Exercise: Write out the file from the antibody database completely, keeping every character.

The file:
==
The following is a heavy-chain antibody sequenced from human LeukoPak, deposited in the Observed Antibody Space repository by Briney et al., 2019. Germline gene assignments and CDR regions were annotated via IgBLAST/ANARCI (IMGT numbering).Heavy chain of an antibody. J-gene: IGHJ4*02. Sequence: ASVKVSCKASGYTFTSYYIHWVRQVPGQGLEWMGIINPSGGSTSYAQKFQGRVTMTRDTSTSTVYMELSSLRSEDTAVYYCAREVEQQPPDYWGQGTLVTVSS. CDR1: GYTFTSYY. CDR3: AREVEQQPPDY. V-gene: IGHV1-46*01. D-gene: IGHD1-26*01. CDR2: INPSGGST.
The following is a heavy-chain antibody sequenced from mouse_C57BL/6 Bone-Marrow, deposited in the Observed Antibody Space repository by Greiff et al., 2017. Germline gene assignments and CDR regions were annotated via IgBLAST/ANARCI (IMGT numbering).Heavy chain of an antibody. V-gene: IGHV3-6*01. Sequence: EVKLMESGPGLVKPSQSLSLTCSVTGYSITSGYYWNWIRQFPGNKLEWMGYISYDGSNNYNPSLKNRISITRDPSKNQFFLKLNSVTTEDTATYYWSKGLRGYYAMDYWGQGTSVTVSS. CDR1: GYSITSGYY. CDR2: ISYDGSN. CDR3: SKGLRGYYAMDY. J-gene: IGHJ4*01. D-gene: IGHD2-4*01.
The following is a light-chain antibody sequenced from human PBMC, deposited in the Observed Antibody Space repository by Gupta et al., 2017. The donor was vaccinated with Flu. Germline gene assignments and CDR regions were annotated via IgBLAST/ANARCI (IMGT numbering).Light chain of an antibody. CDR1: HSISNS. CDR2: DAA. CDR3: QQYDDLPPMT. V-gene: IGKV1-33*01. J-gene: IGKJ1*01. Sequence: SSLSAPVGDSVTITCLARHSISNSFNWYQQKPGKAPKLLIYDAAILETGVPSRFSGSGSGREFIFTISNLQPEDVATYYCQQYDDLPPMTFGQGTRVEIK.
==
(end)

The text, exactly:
The following is a heavy-chain antibody sequenced from human LeukoPak, deposited in the Observed Antibody Space repository by Briney et al., 2019. Germline gene assignments and CDR regions were annotated via IgBLAST/ANARCI (IMGT numbering).Heavy chain of an antibody. J-gene: IGHJ4*02. Sequence: ASVKVSCKASGYTFTSYYIHWVRQVPGQGLEWMGIINPSGGSTSYAQKFQGRVTMTRDTSTSTVYMELSSLRSEDTAVYYCAREVEQQPPDYWGQGTLVTVSS. CDR1: GYTFTSYY. CDR3: AREVEQQPPDY. V-gene: IGHV1-46*01. D-gene: IGHD1-26*01. CDR2: INPSGGST.
The following is a heavy-chain antibody sequenced from mouse_C57BL/6 Bone-Marrow, deposited in the Observed Antibody Space repository by Greiff et al., 2017. Germline gene assignments and CDR regions were annotated via IgBLAST/ANARCI (IMGT numbering).Heavy chain of an antibody. V-gene: IGHV3-6*01. Sequence: EVKLMESGPGLVKPSQSLSLTCSVTGYSITSGYYWNWIRQFPGNKLEWMGYISYDGSNNYNPSLKNRISITRDPSKNQFFLKLNSVTTEDTATYYWSKGLRGYYAMDYWGQGTSVTVSS. CDR1: GYSITSGYY. CDR2: ISYDGSN. CDR3: SKGLRGYYAMDY. J-gene: IGHJ4*01. D-gene: IGHD2-4*01.
The following is a light-chain antibody sequenced from human PBMC, deposited in the Observed Antibody Space repository by Gupta et al., 2017. The donor was vaccinated with Flu. Germline gene assignments and CDR regions were annotated via IgBLAST/ANARCI (IMGT numbering).Light chain of an antibody. CDR1: HSISNS. CDR2: DAA. CDR3: QQYDDLPPMT. V-gene: IGKV1-33*01. J-gene: IGKJ1*01. Sequence: SSLSAPVGDSVTITCLARHSISNSFNWYQQKPGKAPKLLIYDAAILETGVPSRFSGSGSGREFIFTISNLQPEDVATYYCQQYDDLPPMTFGQGTRVEIK.